TETware Java API Overview
16. Using threads
When a test purpose creates a new thread it should use the TetThread class. This can be done either by subclassing TetThread or by creating a TetThread object using an object of a class which implements java.lang.Runnable. The result of using some other means to create a new thread in a Java test case is undefined. The test case should use one of the following constructors:
The target and name arguments are simply passed to the constructor of the superclass java.lang.Thread. The ts argument is used to determine to which thread group the new thread will belong. A new thread group is created for each test purpose, startup and cleanup method. The waitTime argument specifies the number of seconds for which the TCM thread cleanup code will wait for the thread to finish after the main thread returns control to the TCM. The purpose of this wait time is to allow other threads some grace in the event of an abnormal return from the main thread. Normally, the test purpose itself should wait for all non-main threads to terminate by calling Thread.join().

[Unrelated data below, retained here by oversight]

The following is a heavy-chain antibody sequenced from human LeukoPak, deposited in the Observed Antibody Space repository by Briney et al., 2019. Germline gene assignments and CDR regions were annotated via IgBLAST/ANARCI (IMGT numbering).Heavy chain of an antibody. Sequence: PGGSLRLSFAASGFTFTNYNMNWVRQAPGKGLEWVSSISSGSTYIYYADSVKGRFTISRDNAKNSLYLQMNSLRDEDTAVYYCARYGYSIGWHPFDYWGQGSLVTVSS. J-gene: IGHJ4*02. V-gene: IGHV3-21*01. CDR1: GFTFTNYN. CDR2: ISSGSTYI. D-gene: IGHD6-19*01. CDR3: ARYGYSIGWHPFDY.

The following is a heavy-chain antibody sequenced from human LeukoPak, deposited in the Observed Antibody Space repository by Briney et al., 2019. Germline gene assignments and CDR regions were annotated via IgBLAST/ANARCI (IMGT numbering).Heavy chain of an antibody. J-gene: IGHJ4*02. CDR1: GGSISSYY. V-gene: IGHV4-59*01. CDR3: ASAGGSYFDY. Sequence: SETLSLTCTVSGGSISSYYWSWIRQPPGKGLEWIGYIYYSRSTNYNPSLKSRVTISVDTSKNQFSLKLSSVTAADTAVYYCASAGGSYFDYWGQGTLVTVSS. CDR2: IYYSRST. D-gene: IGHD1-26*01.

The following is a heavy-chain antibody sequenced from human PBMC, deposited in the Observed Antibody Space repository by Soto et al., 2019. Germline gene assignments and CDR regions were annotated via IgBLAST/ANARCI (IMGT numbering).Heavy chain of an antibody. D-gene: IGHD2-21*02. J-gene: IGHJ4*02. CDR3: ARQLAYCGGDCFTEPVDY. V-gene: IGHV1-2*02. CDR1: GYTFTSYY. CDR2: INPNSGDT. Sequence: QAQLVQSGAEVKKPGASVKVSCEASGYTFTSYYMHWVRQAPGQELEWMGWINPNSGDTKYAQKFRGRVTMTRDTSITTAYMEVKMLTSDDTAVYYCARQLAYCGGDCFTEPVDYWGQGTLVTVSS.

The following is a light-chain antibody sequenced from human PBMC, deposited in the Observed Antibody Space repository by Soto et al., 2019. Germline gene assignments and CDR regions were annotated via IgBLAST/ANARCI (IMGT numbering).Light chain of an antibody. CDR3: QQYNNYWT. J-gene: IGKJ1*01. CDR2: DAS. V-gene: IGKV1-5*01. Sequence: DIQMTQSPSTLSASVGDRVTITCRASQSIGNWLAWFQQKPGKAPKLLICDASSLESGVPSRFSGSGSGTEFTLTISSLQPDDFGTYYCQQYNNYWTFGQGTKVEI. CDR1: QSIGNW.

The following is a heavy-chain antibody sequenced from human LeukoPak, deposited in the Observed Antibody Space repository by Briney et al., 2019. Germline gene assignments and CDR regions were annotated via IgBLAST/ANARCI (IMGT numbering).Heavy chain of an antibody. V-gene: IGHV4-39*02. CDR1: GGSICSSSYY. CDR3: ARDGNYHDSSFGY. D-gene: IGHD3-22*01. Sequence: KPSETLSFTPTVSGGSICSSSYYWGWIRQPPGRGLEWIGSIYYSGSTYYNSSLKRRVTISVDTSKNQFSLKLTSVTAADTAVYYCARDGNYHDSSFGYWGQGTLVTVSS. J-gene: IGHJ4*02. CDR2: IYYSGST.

Dealing With Left-over Threads
Each time the main thread returns to the TCM, any other threads which were created using one of the supported constructors are cleaned up. This is done after the following methods return:
The API interrupts a thread which does not exit within the grace time specified in the constructor by calling Thread.interrupt(). If the thread still does not terminate, the TCM aborts the test case. Note that the use of Thread.stop() is not a recommended way of terminating threads and is deprecated in Java 2.
Synchronisation Requests in Multiple Threads
See notes on "Synchronisation requests in multi-threaded test cases" in the chapter entitled "The Thread-safe C and C++ APIs" in the TETware Programmers Guide.